caption follows
A traditional meat drying rack at a campsite that has been used for many generations.

And while some hunters were never interested in keeping the meat, those that do face the dilemma that there are no freezers or meat processing services available in Kotzebue, and their flight home may not be for several days.

Wildlife management concerns

With such high numbers of visiting hunters and commercial operators, wildlife managers are concerned about maintaining trophy bulls in a game management unit with generally low densities of moose. However, with the Western Arctic Caribou Herd approaching half a million animals, they don’t have a biological concern where caribou are concerned.

Nonetheless, Jim Dau, an Alaska Department of Fish and Game wildlife biologist who has been in the region for more than 15 years, is hearing more and more complaints from non-local hunters about over crowding and increasing air traffic, which echo those that local residents have been voicing for years. As competition among guides and transporters increases, he also receives more reports of unethical and illegal activities as well. He fears that one of Alaska’s premier hunting opportunities is threatened by overuse. “It’s one of the last best places going down the tubes,” he mourns.

“This situation has played itself out over and over again throughout Alaska,” Dau said. “An area is ‘discovered,’ and the pressure from commercial operators and visiting hunters increases. Once the number of trophy animals are depleted they rarely recover, and stringent regulations get imposed that tend to persist. Commercial operators who are in it for the short term simply move on.”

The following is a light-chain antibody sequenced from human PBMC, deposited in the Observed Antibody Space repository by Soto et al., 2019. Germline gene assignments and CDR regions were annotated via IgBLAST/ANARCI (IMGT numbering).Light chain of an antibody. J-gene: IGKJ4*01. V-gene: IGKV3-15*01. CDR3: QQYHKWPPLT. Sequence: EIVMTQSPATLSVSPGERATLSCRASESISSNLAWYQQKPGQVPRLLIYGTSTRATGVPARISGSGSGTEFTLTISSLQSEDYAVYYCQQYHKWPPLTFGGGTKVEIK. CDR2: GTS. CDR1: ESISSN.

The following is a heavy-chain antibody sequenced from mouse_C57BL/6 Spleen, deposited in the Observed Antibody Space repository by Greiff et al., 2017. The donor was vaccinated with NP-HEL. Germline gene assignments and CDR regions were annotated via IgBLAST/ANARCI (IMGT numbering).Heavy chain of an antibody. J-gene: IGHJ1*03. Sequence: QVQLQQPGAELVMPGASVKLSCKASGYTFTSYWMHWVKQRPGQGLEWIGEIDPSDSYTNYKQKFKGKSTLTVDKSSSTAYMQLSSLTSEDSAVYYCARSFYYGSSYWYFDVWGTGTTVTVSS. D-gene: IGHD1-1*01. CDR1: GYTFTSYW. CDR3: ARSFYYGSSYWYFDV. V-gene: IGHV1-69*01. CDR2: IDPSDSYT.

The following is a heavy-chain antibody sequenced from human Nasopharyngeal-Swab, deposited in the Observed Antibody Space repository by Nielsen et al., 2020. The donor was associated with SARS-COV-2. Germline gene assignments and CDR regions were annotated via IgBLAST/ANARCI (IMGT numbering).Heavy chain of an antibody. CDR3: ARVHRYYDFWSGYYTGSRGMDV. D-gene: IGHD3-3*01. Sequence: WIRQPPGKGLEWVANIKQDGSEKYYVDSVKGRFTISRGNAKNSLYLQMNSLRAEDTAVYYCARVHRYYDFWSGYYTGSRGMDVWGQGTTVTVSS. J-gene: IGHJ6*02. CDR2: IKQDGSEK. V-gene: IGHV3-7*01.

The search for solutions continues

Alaska’s wilderness and wildlife are not unlimited, and demands on it are increasing. The heart of the problems in Unit 23 is not that most visiting hunters and commercial operators are irresponsible: most are responsible and ethical. But there is a growing concern that too many good, responsible hunters are still too many, and that numbers now exceed what most locals and some non-locals consider acceptable.

The Alaska Board of Game has begun to tackle the problems in Unit 23, but is limited in its jurisdiction. Federal land management agencies in the area are considering options for controlling access, but transporters typically fall outside of their jurisdiction. The Big Game Commercial Services Board is aware of the situation in Unit 23 but is so new that it has not yet had time to begin to address it.

The Northwest Arctic Borough wants to see a greater law enforcement presence during the hunting season, but the number of available troopers is limited. “Enforcement is the key,” said Schaeffer. Despite being spread thin across the state, the troopers plan to have a greater presence this hunting season.

And there is the long-standing debate in Alaska over who — if anyone — should have priority access to game. Add to all this complexities of land ownership and game allocation between the state and federal regulatory systems, and there is indeed a crisis in the making; one that must be solved before it’s too late. Far too much is at stake for far too many.

Sue Steinacher is an educator with the Alaska Department of Fish and Game in Nome, and a longtime resident of the north.

Subscribe to be notified about new issues

Receive a monthly notice about new issues and articles.